There are two types of user researcher

In my years in this field, I’ve worked with a lot of different user researchers / design researchers, and in my head I see two general…

There are two types of user researcher
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In my years in this field, I’ve worked with a lot of different user researchers / design researchers, and in my head I see two general types or researcher. I think this is applicable to design too, and lots of other disciplines, but I’m focusing on research now because it’s where I have most experience.

Discipline or academic focused researchers are most concerned with the craft of research and all its complexity and nuances. They want research to be scientific, rigorous , pure, thorough. They believe research should be done by people who have the right training and qualifications. They tend to be researchers with PhDs or Masters degrees, but not always. They want time to think about theories and concepts and their relationship to the research. They often find it hard for their research to be pigeonholed into two-week sprints.

Delivery focused researchers are most concerned with doing the best research they can within the constraints of the job or product team. They are focused on delivering value and having impact through research that is trustworthy but also pragmatic, quick and lean. In Erika Hall’s words, it’s about doing just enough research. They are ok with reasonable shortcuts. They customize and adapt their research approach to the cycles of the team, although they also might struggle with fitting it into sprint cycles.

It’s important to note that I don’t think researchers are either/or — I think all researchers are a mix of both. There are some researchers who beautifully balance both equally (my former manager Lorna Wall is an example of this,) but I think most of us lean more towards one or the other.

I also don’t want to give the impression that one type is better than the other. They’re both incredibly valuable. Just as good research needs both quantitative and qualitative qualitative methods, the research discipline needs both types of researchers.

Where I’m at on this spectrum

I lean very strongly towards a practitioner focus. I’m not an academic — after my bachelor’s degree, I purposely chose a practical, hands-on design course over a masters degree because I preferred the focus on doing design rather than thinking about design.

I find talking about theories and models and frameworks boring. I have no interest in complex definitions or diagrams of how people think the world is or should be — I want stories and data, what has been tried, what has worked and has not. I tend to focus on real, lived experience and anything else can become noise to me. I welcome broad and out-of-the-box ideas but I want to know the practicalities of how this will be implemented, what we think the real life outcomes will be. And I want this info to be conveyed in a way that is concise and powerful, in a language that anyone can understand. Sometimes I worry that these preferences make me seem unintelligent, but I know I bring value to the table in my own way.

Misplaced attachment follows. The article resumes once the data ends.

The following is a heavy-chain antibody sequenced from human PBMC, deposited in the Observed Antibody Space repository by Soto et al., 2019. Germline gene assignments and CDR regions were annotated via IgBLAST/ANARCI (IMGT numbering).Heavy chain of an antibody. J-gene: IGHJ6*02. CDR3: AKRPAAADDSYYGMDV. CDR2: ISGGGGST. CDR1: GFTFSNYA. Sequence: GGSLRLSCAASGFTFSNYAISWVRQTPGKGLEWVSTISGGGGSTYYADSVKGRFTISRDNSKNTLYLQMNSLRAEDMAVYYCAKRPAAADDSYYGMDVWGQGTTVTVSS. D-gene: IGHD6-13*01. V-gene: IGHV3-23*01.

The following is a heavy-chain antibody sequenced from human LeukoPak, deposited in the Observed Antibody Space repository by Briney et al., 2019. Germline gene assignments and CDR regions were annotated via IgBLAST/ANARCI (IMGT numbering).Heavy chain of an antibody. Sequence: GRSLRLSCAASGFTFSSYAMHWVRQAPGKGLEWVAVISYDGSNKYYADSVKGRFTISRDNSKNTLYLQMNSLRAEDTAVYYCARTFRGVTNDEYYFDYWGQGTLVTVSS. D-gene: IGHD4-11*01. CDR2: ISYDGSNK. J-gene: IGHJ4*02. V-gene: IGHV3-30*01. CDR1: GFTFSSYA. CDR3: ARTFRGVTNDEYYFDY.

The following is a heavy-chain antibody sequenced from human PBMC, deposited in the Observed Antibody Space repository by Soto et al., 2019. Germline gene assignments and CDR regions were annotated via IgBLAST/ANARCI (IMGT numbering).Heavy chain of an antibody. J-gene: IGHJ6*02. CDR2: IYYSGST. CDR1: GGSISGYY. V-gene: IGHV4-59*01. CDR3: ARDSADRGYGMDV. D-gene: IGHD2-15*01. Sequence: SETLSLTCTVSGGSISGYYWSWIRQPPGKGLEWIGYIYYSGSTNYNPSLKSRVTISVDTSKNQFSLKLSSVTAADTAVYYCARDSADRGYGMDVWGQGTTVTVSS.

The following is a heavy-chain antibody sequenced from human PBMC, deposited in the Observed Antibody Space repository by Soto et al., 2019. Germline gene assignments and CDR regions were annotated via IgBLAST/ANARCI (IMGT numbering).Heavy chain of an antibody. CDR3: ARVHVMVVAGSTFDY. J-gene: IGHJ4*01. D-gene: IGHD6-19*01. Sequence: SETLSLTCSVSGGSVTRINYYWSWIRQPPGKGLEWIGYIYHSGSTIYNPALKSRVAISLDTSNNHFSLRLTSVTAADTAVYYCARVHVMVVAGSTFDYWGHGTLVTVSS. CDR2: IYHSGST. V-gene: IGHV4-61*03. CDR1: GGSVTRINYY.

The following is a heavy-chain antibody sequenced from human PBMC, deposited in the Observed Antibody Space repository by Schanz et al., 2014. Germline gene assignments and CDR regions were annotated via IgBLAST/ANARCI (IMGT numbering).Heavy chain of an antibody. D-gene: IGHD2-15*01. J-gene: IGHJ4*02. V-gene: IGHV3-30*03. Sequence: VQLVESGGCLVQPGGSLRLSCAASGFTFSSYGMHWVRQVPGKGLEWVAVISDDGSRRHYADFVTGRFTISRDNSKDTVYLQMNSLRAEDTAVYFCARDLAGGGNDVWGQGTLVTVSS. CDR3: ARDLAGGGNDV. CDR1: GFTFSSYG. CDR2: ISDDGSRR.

And yet- even though I value practice over theory, I really value working with those do come an academic or theory-focused background.

I’ve learned so much from the academic researchers I’ve worked with and for. Their focus on things like ethics and speculation and rigour have made my own approach to research much more thoughtful and thorough. They’ve made me question how I think about my practice and made me aware of aspects I hadn’t considered before.

Working with academic researchers can activate my imposter syndrome — despite years of experience, I can sometimes feel like I can’t keep up with their thinking, their big words, their rigorous approach. In the society we live in, the letters behind their name indicate that they have a higher ranking than I do. On the other hand, I suspect that they may balk at my willingness to fit into the cadence of digital teams that plan around software development over user needs, my focus on quick wins over perfect implementation.

We both have strengths, and we’re stronger when we realize this, lean into it and work together to enable and empower each other.

Why am I sharing this?

I’ve long held this framing in my mind, but wasn’t able to articulate it. It created a kind of “me” vs “them” mindset that made me feel out of place in the professional circles I work in.

I’m obsessively self reflective, and understanding this framing has helped me overcome some my self-doubt and be honest about both the strengths and blindspots I bring to the table. Now that I know which side I lean towards, I can think more honestly about what might be missing from my practice from the other side.

And I hope in sharing this, it might spark something similar in you.

I would love your feedback

Do you agree with this? Does it match with your experience? If so, which one are you?

And, what are the names you would use to define each group? Is it worth defining at all?